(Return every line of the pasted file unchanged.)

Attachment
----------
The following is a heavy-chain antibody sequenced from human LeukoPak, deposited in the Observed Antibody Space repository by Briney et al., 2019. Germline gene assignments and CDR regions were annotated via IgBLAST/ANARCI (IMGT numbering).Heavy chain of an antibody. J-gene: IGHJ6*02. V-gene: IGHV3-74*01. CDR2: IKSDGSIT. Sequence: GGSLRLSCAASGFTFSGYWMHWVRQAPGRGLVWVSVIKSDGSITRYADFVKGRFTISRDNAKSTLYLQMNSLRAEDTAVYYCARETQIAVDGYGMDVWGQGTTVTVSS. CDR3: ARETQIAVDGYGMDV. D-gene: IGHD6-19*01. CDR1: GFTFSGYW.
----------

The following is a heavy-chain antibody sequenced from human LeukoPak, deposited in the Observed Antibody Space repository by Briney et al., 2019. Germline gene assignments and CDR regions were annotated via IgBLAST/ANARCI (IMGT numbering).Heavy chain of an antibody. J-gene: IGHJ6*02. V-gene: IGHV3-74*01. CDR2: IKSDGSIT. Sequence: GGSLRLSCAASGFTFSGYWMHWVRQAPGRGLVWVSVIKSDGSITRYADFVKGRFTISRDNAKSTLYLQMNSLRAEDTAVYYCARETQIAVDGYGMDVWGQGTTVTVSS. CDR3: ARETQIAVDGYGMDV. D-gene: IGHD6-19*01. CDR1: GFTFSGYW.